WASHINGTON, July 4, 2014 — The protests that turned back three buses of illegal immigrant detainees are not the end of the controversy, locally or nationally.
The City of Murrieta held a town hall meeting to address the event, the situation going forward and to allow citizens to express concerns and question various regional and federal stakeholders.
Present were the Mayor of Murrieta, Alan Long two other council members, the Chairman of the County Board of Supervisors, Jeff Stone, Border Patrol Chief Paul Beeson (San Diego Sector), Murrieta Chief of Police, Sean Hayden, Field Office Director David Jennings and Dr. Cameron Kaiser, County (Riverside) Health Officer. A large contingent of Murrieta police were strategically positioned as though some possibility of conflict between pro and anti-illegal immigration activists might be expected. Their presence might have had some deterrent factor, but contrary to live media coverage, the ratio of the two contending groups was lopsided. If there were roughly 1,000 in attendance favoring border security and internal enforcement, there might have been 20 to 50 in favor of legalization / amnesty, even if the close in and edited video footage from the networks appeared otherwise.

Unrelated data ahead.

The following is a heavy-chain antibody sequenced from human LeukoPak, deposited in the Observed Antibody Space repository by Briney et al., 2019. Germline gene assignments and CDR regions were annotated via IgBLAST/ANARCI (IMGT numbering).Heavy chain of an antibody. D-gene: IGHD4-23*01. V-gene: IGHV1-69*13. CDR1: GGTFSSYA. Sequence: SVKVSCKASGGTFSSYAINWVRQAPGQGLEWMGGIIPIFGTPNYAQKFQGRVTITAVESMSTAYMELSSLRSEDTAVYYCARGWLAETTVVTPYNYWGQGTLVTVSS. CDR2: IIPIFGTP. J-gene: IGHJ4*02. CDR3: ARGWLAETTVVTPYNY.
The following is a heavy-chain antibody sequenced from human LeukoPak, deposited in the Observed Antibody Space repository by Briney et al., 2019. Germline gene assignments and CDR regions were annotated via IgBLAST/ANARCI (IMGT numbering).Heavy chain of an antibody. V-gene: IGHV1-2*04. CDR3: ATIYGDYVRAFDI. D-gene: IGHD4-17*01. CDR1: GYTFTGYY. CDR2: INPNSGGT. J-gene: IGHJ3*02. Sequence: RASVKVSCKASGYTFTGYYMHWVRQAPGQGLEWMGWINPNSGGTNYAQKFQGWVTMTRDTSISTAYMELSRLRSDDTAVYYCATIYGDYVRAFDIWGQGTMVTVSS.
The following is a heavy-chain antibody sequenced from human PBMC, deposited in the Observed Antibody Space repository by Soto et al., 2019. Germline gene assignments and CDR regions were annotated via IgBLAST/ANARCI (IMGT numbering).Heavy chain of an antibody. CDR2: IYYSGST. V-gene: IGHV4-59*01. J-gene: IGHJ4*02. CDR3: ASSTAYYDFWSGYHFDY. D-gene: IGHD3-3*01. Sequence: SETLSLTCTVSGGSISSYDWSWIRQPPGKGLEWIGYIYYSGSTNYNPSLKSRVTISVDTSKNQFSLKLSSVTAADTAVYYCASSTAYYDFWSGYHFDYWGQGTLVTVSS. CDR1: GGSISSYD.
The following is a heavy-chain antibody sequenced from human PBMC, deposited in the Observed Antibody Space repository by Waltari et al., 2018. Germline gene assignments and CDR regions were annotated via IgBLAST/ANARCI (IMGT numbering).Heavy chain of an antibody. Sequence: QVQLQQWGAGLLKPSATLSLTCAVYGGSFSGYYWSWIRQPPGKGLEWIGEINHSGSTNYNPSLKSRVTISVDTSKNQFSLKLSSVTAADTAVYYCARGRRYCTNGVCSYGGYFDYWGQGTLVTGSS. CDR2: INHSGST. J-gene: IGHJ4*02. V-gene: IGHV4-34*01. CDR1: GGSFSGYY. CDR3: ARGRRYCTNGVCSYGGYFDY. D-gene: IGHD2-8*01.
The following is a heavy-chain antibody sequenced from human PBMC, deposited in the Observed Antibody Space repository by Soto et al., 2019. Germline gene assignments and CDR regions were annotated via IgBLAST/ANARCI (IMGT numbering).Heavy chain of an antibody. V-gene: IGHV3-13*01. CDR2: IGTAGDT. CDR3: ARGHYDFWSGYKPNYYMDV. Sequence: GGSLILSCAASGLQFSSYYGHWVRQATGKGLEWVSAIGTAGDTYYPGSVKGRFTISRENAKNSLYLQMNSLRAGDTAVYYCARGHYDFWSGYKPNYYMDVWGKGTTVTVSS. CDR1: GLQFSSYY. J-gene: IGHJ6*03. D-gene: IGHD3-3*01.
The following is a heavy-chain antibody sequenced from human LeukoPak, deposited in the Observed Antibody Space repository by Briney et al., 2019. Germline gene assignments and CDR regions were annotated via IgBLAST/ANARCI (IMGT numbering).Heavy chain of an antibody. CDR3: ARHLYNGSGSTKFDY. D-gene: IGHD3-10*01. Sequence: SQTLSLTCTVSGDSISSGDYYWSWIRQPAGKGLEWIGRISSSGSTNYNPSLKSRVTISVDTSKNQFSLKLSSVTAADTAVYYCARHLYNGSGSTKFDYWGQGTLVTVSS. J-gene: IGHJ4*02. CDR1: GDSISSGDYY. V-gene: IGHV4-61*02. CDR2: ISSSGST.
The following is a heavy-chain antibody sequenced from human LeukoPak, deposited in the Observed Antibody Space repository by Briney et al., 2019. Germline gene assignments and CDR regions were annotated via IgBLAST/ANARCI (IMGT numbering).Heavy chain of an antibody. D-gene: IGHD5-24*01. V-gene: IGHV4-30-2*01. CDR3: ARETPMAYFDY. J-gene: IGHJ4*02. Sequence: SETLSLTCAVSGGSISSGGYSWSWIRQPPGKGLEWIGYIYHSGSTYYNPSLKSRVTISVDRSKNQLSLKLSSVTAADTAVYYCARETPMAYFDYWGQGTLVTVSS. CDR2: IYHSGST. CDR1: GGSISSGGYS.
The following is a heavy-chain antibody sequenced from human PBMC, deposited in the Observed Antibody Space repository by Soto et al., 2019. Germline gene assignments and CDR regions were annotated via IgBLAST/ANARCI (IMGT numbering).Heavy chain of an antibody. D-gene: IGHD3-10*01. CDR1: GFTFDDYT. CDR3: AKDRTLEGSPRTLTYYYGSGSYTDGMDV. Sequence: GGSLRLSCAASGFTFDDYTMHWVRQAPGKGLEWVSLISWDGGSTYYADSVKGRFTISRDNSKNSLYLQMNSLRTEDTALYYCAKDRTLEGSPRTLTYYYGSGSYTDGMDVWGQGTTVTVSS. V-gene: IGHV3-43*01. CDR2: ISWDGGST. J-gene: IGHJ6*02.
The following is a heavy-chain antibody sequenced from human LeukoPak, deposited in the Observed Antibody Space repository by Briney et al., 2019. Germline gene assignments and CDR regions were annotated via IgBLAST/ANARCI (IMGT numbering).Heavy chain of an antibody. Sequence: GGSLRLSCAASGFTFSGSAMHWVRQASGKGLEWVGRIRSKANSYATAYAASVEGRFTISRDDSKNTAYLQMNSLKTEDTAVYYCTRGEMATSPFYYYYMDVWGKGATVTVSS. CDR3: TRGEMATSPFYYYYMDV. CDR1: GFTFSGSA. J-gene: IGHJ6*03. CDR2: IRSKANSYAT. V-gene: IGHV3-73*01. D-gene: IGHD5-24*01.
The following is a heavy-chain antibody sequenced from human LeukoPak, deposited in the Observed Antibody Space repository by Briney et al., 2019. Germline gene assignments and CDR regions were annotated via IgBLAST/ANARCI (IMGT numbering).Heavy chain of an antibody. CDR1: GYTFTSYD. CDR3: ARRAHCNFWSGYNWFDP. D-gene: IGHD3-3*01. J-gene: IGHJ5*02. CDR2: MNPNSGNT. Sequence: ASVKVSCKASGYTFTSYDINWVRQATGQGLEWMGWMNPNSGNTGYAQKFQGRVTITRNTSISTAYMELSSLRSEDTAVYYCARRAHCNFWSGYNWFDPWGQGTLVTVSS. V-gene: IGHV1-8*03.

Mayor Long told the audience that he had been in negotiations with the Border Patrol on the number of detainees to be sent to Murrieta, beginning with 500, then 300 and ultimately agreeing to 140 migrants every 72 hours. Councilman Gibbs toured the Murrieta Station and concluded from interviews with officials that the local facility was not designed for processing, but rather as a small detention center for drug traffickers that the BP apprehends sporadically – the maximum capacity being 214.